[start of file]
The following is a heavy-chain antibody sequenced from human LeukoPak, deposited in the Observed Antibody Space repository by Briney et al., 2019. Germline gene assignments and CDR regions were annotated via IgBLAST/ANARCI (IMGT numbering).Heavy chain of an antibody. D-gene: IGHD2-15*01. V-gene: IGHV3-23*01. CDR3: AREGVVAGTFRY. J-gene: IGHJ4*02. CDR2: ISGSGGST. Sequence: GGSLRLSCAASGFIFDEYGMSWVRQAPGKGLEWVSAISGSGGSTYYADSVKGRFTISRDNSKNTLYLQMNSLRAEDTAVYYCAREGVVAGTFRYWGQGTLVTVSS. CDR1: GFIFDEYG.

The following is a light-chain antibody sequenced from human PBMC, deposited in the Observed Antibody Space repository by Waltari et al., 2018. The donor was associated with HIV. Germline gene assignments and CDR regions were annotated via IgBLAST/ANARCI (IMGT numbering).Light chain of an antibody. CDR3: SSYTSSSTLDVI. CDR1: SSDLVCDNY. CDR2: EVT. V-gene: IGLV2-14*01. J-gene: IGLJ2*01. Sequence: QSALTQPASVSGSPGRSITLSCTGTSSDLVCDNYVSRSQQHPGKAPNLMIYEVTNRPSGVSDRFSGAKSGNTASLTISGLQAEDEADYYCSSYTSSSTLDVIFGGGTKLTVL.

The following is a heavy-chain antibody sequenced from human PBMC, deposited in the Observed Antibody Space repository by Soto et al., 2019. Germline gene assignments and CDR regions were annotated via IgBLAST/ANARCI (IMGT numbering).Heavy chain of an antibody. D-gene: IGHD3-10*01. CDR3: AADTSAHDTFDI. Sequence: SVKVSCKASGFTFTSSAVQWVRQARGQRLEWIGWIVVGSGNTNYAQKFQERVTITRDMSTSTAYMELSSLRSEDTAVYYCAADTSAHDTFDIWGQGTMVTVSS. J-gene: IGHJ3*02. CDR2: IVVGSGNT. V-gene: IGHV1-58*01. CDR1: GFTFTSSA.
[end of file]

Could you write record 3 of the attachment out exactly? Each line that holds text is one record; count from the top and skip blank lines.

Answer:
The following is a heavy-chain antibody sequenced from human PBMC, deposited in the Observed Antibody Space repository by Soto et al., 2019. Germline gene assignments and CDR regions were annotated via IgBLAST/ANARCI (IMGT numbering).Heavy chain of an antibody. D-gene: IGHD3-10*01. CDR3: AADTSAHDTFDI. Sequence: SVKVSCKASGFTFTSSAVQWVRQARGQRLEWIGWIVVGSGNTNYAQKFQERVTITRDMSTSTAYMELSSLRSEDTAVYYCAADTSAHDTFDIWGQGTMVTVSS. J-gene: IGHJ3*02. CDR2: IVVGSGNT. V-gene: IGHV1-58*01. CDR1: GFTFTSSA.